The openings 26 include the second portion 33 having a second diameter 32 that is greater than the first diameter 30 of the first opening 31. The second diameter 32 includes at least some portion that is greater than the first diameter 30, and no portion that is less. In the example second portion 33 illustrated in FIGS. 2 and 3, the second diameter 32 varies in an increasing manner beginning from the depth 34 toward the side adjacent the nose attenuation panel 14. The amount that the second diameter 32 is greater than the first diameter 30 is determined to provide a substantially open and unrestricted passage for sound energy emanating through the openings 26.

The second portion 33 includes the larger second diameter 32 to reduce restriction to sound energy traveling through to the noise attenuation panel 14. The example second portion 33 comprises an increasing second diameter 32 forming a chamfered shape. The second diameter 32 extends through the remaining thickness 35 of the panel 24, whatever the thickness of the panel 24.

The panel 24 includes an overall thickness 28 that is determined to provide the required impact protection. In one example the panel thickness 28 is approximately ⅛th of an inch. However, other thicknesses as are required are within the contemplation of this invention.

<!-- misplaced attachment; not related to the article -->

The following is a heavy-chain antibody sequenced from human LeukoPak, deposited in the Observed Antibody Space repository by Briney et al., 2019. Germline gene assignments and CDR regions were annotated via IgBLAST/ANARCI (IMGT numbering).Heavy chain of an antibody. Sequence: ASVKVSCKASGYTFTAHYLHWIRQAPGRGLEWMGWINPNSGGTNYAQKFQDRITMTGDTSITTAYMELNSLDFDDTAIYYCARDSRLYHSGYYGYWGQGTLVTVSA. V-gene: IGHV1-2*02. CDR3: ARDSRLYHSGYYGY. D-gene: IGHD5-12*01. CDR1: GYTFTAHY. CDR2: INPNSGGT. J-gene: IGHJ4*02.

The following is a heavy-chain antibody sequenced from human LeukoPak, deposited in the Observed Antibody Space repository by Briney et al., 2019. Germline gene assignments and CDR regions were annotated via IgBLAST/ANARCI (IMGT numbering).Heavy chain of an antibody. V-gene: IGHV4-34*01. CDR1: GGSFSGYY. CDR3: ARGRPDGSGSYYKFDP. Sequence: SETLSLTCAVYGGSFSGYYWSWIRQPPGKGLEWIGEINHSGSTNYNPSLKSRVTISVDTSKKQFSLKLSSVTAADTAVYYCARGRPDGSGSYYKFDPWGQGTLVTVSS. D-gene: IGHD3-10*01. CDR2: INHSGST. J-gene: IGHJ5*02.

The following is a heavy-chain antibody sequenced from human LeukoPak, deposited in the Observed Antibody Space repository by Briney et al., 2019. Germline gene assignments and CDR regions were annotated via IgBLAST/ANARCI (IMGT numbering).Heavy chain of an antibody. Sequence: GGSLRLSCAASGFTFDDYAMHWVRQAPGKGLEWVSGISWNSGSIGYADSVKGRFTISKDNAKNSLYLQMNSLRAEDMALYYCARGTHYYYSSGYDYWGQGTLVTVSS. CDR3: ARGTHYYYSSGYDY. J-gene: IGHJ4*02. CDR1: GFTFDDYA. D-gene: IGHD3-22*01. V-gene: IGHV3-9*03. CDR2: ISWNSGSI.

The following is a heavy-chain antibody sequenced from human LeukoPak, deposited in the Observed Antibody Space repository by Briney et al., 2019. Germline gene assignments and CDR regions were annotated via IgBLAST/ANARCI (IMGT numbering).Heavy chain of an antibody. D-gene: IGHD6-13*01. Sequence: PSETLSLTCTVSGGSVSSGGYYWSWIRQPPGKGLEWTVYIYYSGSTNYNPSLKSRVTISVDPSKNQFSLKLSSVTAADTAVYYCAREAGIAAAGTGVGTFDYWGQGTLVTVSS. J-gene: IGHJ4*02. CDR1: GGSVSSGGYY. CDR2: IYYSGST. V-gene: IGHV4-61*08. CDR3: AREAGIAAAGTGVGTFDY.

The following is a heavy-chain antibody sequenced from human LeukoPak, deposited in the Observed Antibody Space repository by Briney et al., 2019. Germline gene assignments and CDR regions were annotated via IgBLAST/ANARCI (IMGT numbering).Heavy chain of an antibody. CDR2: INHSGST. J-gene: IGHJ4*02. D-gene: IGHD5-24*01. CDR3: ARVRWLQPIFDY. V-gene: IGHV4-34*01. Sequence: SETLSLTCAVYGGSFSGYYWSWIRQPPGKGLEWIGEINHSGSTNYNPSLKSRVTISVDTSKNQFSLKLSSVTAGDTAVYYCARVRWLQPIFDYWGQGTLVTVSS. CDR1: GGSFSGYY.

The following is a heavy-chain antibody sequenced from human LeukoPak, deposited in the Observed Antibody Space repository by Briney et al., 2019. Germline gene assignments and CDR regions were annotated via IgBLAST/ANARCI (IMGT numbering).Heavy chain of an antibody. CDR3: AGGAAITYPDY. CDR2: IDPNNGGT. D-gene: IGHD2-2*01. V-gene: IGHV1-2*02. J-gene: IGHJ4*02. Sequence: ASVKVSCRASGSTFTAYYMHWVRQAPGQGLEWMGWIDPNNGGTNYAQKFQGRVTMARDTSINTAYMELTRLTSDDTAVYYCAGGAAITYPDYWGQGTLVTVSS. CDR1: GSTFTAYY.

Referring to FIG. 4, another example opening 25 is shown and includes a stepped diameter. The first portion 31 includes the first diameter 30 as described with reference to FIG. 3. The depth 34 of the first diameter 30 of the first portion 31 is less than or equal to the first diameter 30 to provide the desired acoustic performance and communicate sound energy to the noise attenuation layer 14.

The opening 25 includes a second portion 37 having a second diameter 39 that is constant beginning from the depth 34 for the remaining thickness 35 adjacent the noise attenuation layer 14. The diameter or maximum width of the opening 25 therefore, increases in a direction toward the noise attenuation panel 14, with the second diameter 39 being constant instead of variable and increasing as is shown in FIG. 3.

The shape of the openings 25, 26 in the example described and shown is round, however other opening shapes such as square, oval or polygonal can be utilized and are within the contemplation of this invention. Further, the contoured shape of the opening and increasing area in the direction toward the noise attenuation panel 14 can vary from the examples described and shown and are also within the contemplation of this invention.

Accordingly, the liner assembly 12 of this invention provides an acoustically active panel 24 that provides the desired strength to protect against impacts and foreign object damage.

Although a preferred embodiment of this invention has been disclosed, a worker of ordinary skill in this art would recognize that certain modifications would come within the scope of this invention. For that reason, the following claims should be studied to determine the true scope and content of this invention.